Five Questions About: Balance transfers

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The Independent Online

What is a credit card balance transfer?

If you have existing credit card debt, you may be able to reduce the amount of interest you pay on it by moving it on to another card. The leading deals offer interest-free periods that run for more than a year. This could save you hundreds of pounds and mean you can clear your debt more quickly.

Hasn't the credit crunch made balance transfers impossible?

It's certainly no longer easy to be a "rate tart" and move your credit card debt from one card to another. However, it is still possible to take advantage of a 0 per cent balance transfer offer – the longest lasts for 16 months. Not everyone will be accepted, so check your credit file before applying as only those with good or excellent credit scores can successfully apply for the market-leading deals.

How do I make a balance transfer?

Many credit cards require you to do so within a fixed period of time, so it's best to move fast. You can make the transfer by phoning your new provider or through its website.

Will I pay fees?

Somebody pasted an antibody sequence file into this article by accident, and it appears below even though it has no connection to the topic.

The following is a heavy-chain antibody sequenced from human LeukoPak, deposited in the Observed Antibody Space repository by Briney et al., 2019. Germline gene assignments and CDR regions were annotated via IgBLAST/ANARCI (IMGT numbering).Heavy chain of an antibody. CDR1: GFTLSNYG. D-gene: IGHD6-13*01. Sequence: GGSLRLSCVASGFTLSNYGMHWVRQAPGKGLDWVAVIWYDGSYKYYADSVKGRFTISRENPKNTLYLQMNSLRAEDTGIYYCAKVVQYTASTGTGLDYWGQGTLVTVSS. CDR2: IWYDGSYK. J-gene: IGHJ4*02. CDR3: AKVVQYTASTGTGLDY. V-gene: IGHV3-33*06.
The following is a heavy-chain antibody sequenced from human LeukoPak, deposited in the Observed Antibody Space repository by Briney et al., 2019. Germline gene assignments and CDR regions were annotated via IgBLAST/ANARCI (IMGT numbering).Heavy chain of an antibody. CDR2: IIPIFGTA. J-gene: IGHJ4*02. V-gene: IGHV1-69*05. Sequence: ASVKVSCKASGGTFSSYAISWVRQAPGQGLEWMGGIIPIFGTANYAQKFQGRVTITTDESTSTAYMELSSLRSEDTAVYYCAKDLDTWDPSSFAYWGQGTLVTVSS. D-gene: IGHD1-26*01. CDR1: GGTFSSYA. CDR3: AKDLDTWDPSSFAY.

Most of the leading balance-transfer cards charge up to 3 per cent of the transferred balance in fees. With the average credit card rate now standing at more than 18 per cent, this is still worth paying if it means you can take advantage of an interest-free period. Also, the transfer fee doesn't have to be paid upfront – instead it will be added to your balance.

Can I transfer a balance and still spend with the card?

Yes, but be careful. Most credit card providers apply a negative hierarchy of payments, meaning any repayments you make to the card would be set against the cheapest debt, namely the balance transfer you're paying 0 per cent interest on. That means you'd need to clear the entire transferred balance before you could repay the debt you're being charged for. Look for a card that offers the same length 0 per cent period on both transfers and spending, or avoid using your new card for purchases.

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